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Scientists: ‘Oxygen substitute’ shot can keep non-breathing patients alive

Researchers at the Boston Children’s Hospital have developed a new microparticle that can be used to oxygenate blood cells and keep a non-breathing patient alive for up to 30 minutes, according to the scientific journal Science Transitional Medicine. The particles, a combination of fat and oxygen, can be injected directly…

Robot beats human at rock, paper, scissors. Every time.

Robot beats human at rock, paper, scissors. Every time. (via The Christian Science Monitor) It didn’t really come as a surprise when they started beating us at checkers. There are, after all, a finite number of possible configurations of pieces on the board (about 500 billion billion), each with an optimal…

Astronomers use an old trick to open new window on extrasolar planets

Astronomers use an old trick to open new window on extrasolar planets A method astronomers have used for nearly 20 years to indirectly find planets orbiting other stars has for the first time been used to take the direct measure of an extrasolar planet itself. The approach not only yields…

Dinosaurs may have been warm-blooded: study

PARIS — Dinosaurs may have been warm-blooded, scientists said Wednesday, in a finding that could debunk one of the most commonly-held images of the extinct giants. Researchers in Spain and Norway reported in the journal Nature they had found tree-like growth rings on the bones of mammals, a feature that…

U.S. approves first obesity drug in 13 years

WASHINGTON — US regulators on Wednesday approved the first drug to treat obesity in 13 years, a drug called lorcaserin, marketed as Belviq and made by Arena Pharmaceuticals. The drug works to control the appetite through receptors in the brain and was approved as additional therapy for certain overweight and…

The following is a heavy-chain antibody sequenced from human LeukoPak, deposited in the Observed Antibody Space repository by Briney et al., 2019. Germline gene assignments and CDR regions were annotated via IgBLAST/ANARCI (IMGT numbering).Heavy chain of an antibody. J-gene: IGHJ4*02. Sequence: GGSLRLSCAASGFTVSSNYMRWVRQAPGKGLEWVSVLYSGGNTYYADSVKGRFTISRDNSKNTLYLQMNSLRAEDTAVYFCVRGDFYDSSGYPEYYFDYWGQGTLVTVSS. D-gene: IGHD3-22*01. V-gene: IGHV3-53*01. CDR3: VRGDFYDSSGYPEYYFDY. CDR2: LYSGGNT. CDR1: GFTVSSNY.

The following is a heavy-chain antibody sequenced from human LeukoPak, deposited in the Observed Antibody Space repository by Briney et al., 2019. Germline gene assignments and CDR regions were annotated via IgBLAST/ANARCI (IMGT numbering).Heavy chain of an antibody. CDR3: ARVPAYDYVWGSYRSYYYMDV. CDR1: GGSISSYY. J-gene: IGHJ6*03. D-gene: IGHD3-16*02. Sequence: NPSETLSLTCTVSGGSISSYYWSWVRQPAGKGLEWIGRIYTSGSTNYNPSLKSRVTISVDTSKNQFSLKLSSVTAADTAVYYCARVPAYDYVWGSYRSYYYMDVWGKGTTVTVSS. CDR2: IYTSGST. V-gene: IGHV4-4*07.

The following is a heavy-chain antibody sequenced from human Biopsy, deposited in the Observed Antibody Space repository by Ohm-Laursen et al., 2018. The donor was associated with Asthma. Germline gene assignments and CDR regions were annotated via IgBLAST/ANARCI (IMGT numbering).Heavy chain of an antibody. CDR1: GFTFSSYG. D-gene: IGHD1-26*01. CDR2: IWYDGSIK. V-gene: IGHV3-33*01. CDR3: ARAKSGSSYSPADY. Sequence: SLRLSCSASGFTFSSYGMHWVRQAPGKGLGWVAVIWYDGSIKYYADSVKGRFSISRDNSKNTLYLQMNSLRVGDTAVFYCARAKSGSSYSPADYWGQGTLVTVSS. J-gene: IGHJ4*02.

Early human relative species ate tree bark

A short, gangly relative of man that lived in South Africa two million years ago ate bark and wood, the only early hominid known to have done so, a report said Wednesday. While its ancient relations opted for softer grasses and shrubs, Australopithecus sediba, an upright-walking tree climber, “included quite…

FDA approves weight-loss drug for the first time in 13 years

The US Food and Drug Administration on Wednesday approved the first drug to treat obesity in 13 years, a drug called lorcaserin, marketed as Belviq and made by Arena Pharmaceuticals. “The US Food and Drug Administration today approved Belviq (lorcaserin hydrochloride), as an addition to a reduced-calorie diet and exercise,…

Google teaching computers to mimic human brain

Google said it was dabbling with getting computers to simulate the learning process of the human brain as one of the unusual projects for researchers in its X Lab. Computers programmed with algorithms intended to mimic neural connections “learned” to recognize cats after being shown a sampling of YouTube videos,…

Students set new human-powered helicopter flight record

Students set new human-powered helicopter flight record (via The Christian Science Monitor) A team of engineering students from the University of Maryland broke a new flight record in a human-powered aircraft. Pilot Kyle Gluesenkamp lifted his gymnasium-sized helicopter, Gamera II, about a foot off the ground for 50 seconds. Their…

Study: The way you count on your fingers may influence how your brain works

Put down your coffee for a moment. Now, without thinking about it too much, use your hands to count to 10. How did you do it? Did you start with the left hand, or the right? Did you begin counting on a thumb, or with a pinkie? Maybe you started…

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